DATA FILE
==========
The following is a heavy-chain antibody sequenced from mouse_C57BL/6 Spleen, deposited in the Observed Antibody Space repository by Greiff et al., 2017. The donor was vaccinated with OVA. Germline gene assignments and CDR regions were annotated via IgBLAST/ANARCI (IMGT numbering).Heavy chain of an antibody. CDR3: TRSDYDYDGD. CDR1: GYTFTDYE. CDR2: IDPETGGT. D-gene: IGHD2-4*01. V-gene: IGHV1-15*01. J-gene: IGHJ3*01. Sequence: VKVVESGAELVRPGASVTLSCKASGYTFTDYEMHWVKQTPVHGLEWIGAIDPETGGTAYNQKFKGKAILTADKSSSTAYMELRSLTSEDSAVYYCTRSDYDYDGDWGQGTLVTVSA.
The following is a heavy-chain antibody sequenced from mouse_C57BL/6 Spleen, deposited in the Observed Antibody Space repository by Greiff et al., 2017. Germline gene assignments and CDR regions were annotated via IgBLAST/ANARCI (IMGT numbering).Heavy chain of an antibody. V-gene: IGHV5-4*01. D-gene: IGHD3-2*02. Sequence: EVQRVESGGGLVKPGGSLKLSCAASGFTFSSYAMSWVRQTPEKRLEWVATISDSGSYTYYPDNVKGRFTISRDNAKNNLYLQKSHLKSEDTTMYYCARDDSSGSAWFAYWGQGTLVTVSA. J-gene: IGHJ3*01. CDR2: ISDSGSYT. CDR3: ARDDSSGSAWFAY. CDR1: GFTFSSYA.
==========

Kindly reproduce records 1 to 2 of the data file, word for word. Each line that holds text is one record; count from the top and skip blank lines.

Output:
The following is a heavy-chain antibody sequenced from mouse_C57BL/6 Spleen, deposited in the Observed Antibody Space repository by Greiff et al., 2017. The donor was vaccinated with OVA. Germline gene assignments and CDR regions were annotated via IgBLAST/ANARCI (IMGT numbering).Heavy chain of an antibody. CDR3: TRSDYDYDGD. CDR1: GYTFTDYE. CDR2: IDPETGGT. D-gene: IGHD2-4*01. V-gene: IGHV1-15*01. J-gene: IGHJ3*01. Sequence: VKVVESGAELVRPGASVTLSCKASGYTFTDYEMHWVKQTPVHGLEWIGAIDPETGGTAYNQKFKGKAILTADKSSSTAYMELRSLTSEDSAVYYCTRSDYDYDGDWGQGTLVTVSA.
The following is a heavy-chain antibody sequenced from mouse_C57BL/6 Spleen, deposited in the Observed Antibody Space repository by Greiff et al., 2017. Germline gene assignments and CDR regions were annotated via IgBLAST/ANARCI (IMGT numbering).Heavy chain of an antibody. V-gene: IGHV5-4*01. D-gene: IGHD3-2*02. Sequence: EVQRVESGGGLVKPGGSLKLSCAASGFTFSSYAMSWVRQTPEKRLEWVATISDSGSYTYYPDNVKGRFTISRDNAKNNLYLQKSHLKSEDTTMYYCARDDSSGSAWFAYWGQGTLVTVSA. J-gene: IGHJ3*01. CDR2: ISDSGSYT. CDR3: ARDDSSGSAWFAY. CDR1: GFTFSSYA.